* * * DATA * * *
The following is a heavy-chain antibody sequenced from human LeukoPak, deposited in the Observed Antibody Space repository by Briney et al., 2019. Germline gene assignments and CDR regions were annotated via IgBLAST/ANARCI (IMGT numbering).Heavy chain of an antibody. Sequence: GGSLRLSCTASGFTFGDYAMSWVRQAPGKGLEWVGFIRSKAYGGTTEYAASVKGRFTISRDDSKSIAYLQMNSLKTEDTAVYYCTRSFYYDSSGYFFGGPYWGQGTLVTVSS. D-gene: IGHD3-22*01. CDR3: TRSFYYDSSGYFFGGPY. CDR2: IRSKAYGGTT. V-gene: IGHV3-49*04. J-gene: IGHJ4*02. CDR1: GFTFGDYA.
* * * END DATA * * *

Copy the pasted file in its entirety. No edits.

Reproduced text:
The following is a heavy-chain antibody sequenced from human LeukoPak, deposited in the Observed Antibody Space repository by Briney et al., 2019. Germline gene assignments and CDR regions were annotated via IgBLAST/ANARCI (IMGT numbering).Heavy chain of an antibody. Sequence: GGSLRLSCTASGFTFGDYAMSWVRQAPGKGLEWVGFIRSKAYGGTTEYAASVKGRFTISRDDSKSIAYLQMNSLKTEDTAVYYCTRSFYYDSSGYFFGGPYWGQGTLVTVSS. D-gene: IGHD3-22*01. CDR3: TRSFYYDSSGYFFGGPY. CDR2: IRSKAYGGTT. V-gene: IGHV3-49*04. J-gene: IGHJ4*02. CDR1: GFTFGDYA.